Research shows that like other immunizations, the rotavirus vaccine is cost-effective and provides a positive return on investment for both governments and families.

  • In Nigeria, introduction of the rotavirus vaccine is estimated to save the government approximately US$28.5M in healthcare costs over a 10-year period13. These savings translate to a cost per DALY averted of US$116 (95% UI: $69-$169), just five percent of the country’s GDP per capita.
  • A meta-regression analysis of the cost-effectiveness of rotavirus vaccination across 195 countries found that it was cost-effective, particularly in LMICs with the highest disease burden14. Among countries eligible for Gavi support, the mean ICER was $255 per DALY averted (95% UI: $39–$918).
  • Studies from high-income settings have found that introduction of rotavirus vaccines can provide significant short-term returns on investment (ROI). For example, a series of studies in the United States estimated that once rotavirus vaccines were introduced, the average annual savings in direct healthcare costs from rotavirus and acute gastroenteritis were between US$121M and US$231M12. An economic evaluation of rotavirus vaccination in Italy determined that the cost of introducing the vaccine would be more than offset by savings from prevention of disease cases and hospitalizations within as early as two years15.

Families of those treated for diarrheal diseases face significant out-of-pocket expenditures, which can be especially burdensome for those already living in poverty. Many of these costs are considered catastrophic, meaning that they exceed 10 percent of the household’s monthly income. In addition to out-of-pocket medical costs for rotavirus-related illnesses, families who miss work to care for a sick child also face indirect costs due to lost wages. By reducing disease burden, the rotavirus vaccine protects vulnerable families from these catastrophic expenditures.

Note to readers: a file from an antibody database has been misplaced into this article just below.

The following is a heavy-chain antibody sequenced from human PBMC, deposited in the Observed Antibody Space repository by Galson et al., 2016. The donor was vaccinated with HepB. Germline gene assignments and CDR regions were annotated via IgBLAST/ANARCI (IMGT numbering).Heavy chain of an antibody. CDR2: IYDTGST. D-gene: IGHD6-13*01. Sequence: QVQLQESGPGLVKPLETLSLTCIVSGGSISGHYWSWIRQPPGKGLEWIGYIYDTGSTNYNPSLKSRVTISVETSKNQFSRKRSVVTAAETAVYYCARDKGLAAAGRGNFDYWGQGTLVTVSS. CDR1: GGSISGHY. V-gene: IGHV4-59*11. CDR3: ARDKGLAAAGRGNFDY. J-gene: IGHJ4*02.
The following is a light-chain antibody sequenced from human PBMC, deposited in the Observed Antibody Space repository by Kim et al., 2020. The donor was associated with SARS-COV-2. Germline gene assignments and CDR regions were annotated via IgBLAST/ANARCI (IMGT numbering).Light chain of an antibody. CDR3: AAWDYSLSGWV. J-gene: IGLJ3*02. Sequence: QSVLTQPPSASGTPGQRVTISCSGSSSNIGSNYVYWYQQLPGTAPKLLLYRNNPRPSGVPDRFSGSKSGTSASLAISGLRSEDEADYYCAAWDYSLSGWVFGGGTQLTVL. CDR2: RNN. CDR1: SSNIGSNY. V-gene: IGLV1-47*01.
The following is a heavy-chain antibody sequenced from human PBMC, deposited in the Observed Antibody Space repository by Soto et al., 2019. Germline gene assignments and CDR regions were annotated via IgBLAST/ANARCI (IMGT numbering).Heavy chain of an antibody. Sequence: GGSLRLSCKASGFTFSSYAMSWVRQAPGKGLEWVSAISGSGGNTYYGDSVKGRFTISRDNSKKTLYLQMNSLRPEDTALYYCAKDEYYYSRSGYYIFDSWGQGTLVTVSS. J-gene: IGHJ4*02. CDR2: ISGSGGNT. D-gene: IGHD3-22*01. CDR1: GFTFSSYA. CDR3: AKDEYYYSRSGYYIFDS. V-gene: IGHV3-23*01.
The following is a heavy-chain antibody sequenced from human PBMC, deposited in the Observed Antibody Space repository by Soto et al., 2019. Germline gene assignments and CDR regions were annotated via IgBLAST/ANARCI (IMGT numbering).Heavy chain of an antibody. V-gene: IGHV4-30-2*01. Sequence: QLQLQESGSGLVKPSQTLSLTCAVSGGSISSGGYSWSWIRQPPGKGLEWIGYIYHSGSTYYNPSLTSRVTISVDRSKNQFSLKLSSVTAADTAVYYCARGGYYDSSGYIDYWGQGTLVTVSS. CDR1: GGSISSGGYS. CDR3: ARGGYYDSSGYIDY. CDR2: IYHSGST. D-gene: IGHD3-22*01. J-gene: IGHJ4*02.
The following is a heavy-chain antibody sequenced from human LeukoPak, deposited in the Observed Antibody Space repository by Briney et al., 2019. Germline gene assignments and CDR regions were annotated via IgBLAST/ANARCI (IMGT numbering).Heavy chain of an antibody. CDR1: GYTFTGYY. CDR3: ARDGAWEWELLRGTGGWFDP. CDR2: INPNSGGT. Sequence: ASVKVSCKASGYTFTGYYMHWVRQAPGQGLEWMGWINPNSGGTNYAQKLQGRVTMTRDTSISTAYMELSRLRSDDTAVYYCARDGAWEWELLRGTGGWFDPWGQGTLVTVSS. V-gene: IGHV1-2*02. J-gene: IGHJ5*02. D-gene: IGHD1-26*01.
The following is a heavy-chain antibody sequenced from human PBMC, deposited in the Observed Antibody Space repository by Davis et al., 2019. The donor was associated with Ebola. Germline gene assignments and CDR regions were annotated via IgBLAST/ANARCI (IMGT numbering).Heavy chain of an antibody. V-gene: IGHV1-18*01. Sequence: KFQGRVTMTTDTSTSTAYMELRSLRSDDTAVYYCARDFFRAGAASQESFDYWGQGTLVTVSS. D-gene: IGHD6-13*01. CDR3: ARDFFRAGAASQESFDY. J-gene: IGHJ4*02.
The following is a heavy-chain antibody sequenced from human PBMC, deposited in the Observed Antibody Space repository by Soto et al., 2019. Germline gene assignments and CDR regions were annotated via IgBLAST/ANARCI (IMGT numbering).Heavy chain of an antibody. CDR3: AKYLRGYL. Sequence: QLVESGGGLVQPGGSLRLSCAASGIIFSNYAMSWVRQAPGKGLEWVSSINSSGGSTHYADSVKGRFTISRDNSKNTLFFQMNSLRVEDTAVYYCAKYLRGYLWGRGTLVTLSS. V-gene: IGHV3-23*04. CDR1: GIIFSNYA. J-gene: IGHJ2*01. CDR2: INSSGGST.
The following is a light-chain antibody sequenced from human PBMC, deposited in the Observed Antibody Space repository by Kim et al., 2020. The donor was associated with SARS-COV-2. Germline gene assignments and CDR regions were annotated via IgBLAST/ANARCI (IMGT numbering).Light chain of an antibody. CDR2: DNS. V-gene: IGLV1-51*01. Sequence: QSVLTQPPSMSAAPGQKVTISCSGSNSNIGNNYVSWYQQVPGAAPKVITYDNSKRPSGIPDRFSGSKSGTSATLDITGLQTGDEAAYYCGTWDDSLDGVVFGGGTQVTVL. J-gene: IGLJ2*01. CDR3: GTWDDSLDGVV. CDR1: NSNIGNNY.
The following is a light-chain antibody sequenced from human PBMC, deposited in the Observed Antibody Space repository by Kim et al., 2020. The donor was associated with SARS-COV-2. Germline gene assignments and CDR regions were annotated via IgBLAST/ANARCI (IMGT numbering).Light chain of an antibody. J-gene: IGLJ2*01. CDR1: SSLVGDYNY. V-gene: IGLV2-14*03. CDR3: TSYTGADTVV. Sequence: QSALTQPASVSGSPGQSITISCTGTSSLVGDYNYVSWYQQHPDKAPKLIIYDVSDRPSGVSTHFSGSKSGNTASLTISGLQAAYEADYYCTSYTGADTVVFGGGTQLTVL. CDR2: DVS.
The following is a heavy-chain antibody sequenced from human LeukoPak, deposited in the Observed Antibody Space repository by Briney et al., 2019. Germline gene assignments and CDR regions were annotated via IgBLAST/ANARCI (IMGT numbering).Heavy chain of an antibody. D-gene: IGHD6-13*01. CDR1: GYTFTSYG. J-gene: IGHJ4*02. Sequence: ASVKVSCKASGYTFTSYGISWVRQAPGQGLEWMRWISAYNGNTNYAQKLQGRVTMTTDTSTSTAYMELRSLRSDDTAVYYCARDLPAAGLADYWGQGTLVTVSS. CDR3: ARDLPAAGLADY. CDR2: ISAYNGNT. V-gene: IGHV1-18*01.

• In Malaysia, families of those treated for acute gastroenteritis pay an average of US$101 in out-of-pocket costs16. These expenses disproportionately affect families in the lowest income quartile, representing 23% of their monthly household income, compared to less than 6% of monthly household income for families in the highest income quartile.
  • The average direct and indirect costs for rotavirus-related diseases among poor families in Bangladesh are US$105.2, including out-of-pocket expenditures for treatment, non-medical costs like transportation and lodging for caregivers, and the opportunity costs of lost wages17. This accounts for nearly one-third of their total monthly household income.
  • On average, families in Vietnam lose more than nine working days due to caring for a child with rotavirus18.

Reducing Rotavirus Infections Promotes Healthy Development

Enteric infections like rotavirus can have long-term effects on a child’s development. Diarrheal illnesses often lead to malnutrition, which can cause stunting and impact cognitive development—and which also makes children more susceptible to subsequent infections. Rotavirus vaccine can break this vicious cycle by preventing the malnutrition that accompanies diarrheal diseases to promote healthy growth and development. These vaccines are especially beneficial for children living in low-resource and marginalized communities who are more likely to experience undernutrition and stunting.

  • A pooled analysis of studies from five LMICs demonstrated the cumulative effects of repeat diarrheal episodes from 0–24 months20. For every five episodes of diarrhea that a child experiences, they are 13% more likely to be stunted at age two.
  • A study of children in Jamaica found that at age 11 or 12, children who had been stunted by age 2 performed significantly worse than non-stunted children on reading, spelling, and arithmetic tests, even when accounting for socio-economic factors21.
  • An analysis of 8,000 children in five LMICs estimated that children who were stunted by age 2 completed an average of approximately one year less of schooling22. They were also 16% more likely than non-stunted peers to have failed a grade.
  • Children with diarrhea have a greater risk of developing pneumonia or acute lower respiratory infections (ALRI). A study of children in Ghana estimated that more than 1 in 4 cases of ALRI were attributable to recent diarrheal illnesses, and therefore, preventing diarrheal illnesses would also prevent a large number of pneumonia cases23.

Nigeria’s introduction of rotavirus vaccine is promising, with the potential to protect millions of children from diarrheal diseases caused by rotavirus. Track immunization coverage for rotavirus and other essential vaccines through VIEW-hub, IVAC’s interactive data visualization platform.